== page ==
The Role and Limits of the European Court of Human Rights in Supervising State Security and Anti-Terrorism Measures Affecting Aliens' Rights
TERRORISM AND THE FOREIGNER, pp. 85-120, A. Baldaccini, E. Guild, eds., Martinus Nijhoff Publishers, 2007
39 Pages Posted: 24 Oct 2011
Date Written: October 24, 2011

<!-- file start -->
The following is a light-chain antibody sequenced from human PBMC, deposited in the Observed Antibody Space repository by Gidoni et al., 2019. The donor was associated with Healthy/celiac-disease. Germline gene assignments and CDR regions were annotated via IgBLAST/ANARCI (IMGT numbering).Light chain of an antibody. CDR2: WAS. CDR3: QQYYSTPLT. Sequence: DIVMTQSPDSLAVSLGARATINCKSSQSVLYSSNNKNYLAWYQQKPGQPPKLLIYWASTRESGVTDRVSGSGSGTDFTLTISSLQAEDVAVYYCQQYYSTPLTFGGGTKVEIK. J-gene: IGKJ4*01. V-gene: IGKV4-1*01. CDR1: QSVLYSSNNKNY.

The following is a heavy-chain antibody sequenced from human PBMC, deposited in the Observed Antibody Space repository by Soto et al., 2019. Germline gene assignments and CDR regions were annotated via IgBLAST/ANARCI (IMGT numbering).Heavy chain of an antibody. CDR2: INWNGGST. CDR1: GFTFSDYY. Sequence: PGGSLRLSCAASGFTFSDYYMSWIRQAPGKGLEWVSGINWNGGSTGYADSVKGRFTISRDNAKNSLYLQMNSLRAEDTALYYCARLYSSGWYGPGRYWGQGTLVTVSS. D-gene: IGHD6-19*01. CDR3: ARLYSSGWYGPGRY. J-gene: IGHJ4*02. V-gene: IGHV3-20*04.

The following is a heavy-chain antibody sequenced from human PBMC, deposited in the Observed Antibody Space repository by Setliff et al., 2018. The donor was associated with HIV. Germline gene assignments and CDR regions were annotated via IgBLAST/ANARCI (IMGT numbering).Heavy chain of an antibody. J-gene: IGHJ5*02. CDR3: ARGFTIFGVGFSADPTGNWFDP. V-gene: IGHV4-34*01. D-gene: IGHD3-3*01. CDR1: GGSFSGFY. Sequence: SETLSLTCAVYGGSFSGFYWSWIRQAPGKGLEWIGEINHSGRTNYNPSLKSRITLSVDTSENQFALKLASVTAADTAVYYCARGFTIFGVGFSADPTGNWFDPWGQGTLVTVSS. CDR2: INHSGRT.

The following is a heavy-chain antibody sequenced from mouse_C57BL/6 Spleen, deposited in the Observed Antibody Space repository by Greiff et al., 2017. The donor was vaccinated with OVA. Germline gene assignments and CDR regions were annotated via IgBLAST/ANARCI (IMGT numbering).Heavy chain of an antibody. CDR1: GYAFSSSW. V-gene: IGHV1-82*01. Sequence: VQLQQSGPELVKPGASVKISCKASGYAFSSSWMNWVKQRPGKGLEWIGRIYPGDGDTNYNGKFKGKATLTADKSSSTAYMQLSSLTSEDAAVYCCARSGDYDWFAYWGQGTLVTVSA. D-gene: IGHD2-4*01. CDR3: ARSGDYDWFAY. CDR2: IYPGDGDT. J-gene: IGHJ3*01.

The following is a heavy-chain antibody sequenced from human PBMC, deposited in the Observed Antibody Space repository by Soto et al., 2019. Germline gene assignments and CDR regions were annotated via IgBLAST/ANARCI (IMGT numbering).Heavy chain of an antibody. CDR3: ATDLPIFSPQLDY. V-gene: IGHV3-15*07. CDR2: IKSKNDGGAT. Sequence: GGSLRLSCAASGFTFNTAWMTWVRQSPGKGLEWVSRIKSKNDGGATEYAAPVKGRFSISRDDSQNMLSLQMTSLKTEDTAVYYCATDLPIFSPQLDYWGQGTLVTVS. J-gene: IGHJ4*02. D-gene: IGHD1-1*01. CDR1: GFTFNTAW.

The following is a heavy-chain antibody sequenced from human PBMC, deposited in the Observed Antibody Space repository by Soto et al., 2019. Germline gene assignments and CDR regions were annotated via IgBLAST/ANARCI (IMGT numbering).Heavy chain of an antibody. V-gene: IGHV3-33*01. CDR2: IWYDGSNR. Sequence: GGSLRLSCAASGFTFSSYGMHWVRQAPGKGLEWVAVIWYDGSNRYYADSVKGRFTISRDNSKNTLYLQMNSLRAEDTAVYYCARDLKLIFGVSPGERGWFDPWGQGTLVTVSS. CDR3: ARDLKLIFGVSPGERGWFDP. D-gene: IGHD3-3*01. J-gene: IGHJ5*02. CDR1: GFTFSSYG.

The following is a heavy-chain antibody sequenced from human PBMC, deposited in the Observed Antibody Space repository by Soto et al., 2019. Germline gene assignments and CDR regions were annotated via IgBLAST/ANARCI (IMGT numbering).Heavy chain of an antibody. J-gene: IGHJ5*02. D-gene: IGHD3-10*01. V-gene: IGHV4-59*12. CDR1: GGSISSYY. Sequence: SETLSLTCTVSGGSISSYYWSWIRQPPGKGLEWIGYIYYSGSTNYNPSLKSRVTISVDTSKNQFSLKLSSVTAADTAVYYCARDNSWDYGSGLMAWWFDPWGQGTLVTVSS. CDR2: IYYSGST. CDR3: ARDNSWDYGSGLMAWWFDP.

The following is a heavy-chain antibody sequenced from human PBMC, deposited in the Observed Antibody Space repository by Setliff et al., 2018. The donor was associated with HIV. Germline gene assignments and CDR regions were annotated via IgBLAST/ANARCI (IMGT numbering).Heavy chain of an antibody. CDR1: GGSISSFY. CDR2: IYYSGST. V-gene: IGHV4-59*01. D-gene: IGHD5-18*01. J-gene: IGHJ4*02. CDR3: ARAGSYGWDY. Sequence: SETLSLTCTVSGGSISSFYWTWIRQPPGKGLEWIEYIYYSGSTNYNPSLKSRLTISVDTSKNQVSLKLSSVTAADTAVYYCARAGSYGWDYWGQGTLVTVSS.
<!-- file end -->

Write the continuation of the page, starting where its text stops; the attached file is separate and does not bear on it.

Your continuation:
The European Court of Human Rights’ case-law has proved that it has the capacity to act as a strong and resistant bulwark against European States unwilling or incapable of providing effective protection to aliens charged with or suspected of terrorism-related offenses, especially when the latter are in the most vulnerable state of being subject to deportation or extradition. The paper aims to provide an overview of the relevant major case law developed so far (by 8 November 2005) by the ECtHR, pointing to its main strengths and weaknesses. The paper is divided into five sections covering five major subjects related to alien suspected of or prosecuted for acts of terrorism or of organized crime. Firstly, the right to freedom from inhuman or degrading treatment or punishment, a crucial issue that has very often arisen in forced removal (deportation or extradition) proceedings; secondly, the decisive right to liberty and security of terrorism-suspect aliens, especially in States initiating forced removal proceedings; thirdly, the particularly thorny question concerning the right to a ‘fair trial’ of these aliens both in the removing and in the receiving States; fourthly, the issue of protecting these persons’ family life in the context of the ECHR; last, but not at all least, the provision of effective remedies to this special category of aliens on the domestic level, as well as on the international plane through the ECHR that frequently constitutes an ultimum remedium for the effective protection of aliens’ rights in Europe.
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